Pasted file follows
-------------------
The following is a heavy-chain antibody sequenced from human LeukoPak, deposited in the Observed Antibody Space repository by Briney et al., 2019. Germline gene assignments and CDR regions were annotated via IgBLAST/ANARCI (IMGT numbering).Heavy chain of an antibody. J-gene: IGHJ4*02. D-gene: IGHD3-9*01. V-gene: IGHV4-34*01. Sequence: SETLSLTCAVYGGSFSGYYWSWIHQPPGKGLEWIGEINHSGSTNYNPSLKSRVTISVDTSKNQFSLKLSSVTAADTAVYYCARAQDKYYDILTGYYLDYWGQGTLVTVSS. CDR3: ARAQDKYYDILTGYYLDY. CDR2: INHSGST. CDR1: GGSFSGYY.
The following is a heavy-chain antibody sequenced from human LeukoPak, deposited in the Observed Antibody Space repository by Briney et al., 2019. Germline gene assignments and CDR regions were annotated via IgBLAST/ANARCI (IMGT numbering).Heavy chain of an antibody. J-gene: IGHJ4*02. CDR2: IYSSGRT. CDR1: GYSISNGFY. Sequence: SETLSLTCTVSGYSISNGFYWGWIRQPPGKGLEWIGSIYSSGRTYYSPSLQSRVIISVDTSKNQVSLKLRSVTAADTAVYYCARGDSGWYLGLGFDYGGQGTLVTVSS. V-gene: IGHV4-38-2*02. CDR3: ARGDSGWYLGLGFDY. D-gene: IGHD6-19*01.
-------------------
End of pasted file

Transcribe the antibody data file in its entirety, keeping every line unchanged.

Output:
The following is a heavy-chain antibody sequenced from human LeukoPak, deposited in the Observed Antibody Space repository by Briney et al., 2019. Germline gene assignments and CDR regions were annotated via IgBLAST/ANARCI (IMGT numbering).Heavy chain of an antibody. J-gene: IGHJ4*02. D-gene: IGHD3-9*01. V-gene: IGHV4-34*01. Sequence: SETLSLTCAVYGGSFSGYYWSWIHQPPGKGLEWIGEINHSGSTNYNPSLKSRVTISVDTSKNQFSLKLSSVTAADTAVYYCARAQDKYYDILTGYYLDYWGQGTLVTVSS. CDR3: ARAQDKYYDILTGYYLDY. CDR2: INHSGST. CDR1: GGSFSGYY.
The following is a heavy-chain antibody sequenced from human LeukoPak, deposited in the Observed Antibody Space repository by Briney et al., 2019. Germline gene assignments and CDR regions were annotated via IgBLAST/ANARCI (IMGT numbering).Heavy chain of an antibody. J-gene: IGHJ4*02. CDR2: IYSSGRT. CDR1: GYSISNGFY. Sequence: SETLSLTCTVSGYSISNGFYWGWIRQPPGKGLEWIGSIYSSGRTYYSPSLQSRVIISVDTSKNQVSLKLRSVTAADTAVYYCARGDSGWYLGLGFDYGGQGTLVTVSS. V-gene: IGHV4-38-2*02. CDR3: ARGDSGWYLGLGFDY. D-gene: IGHD6-19*01.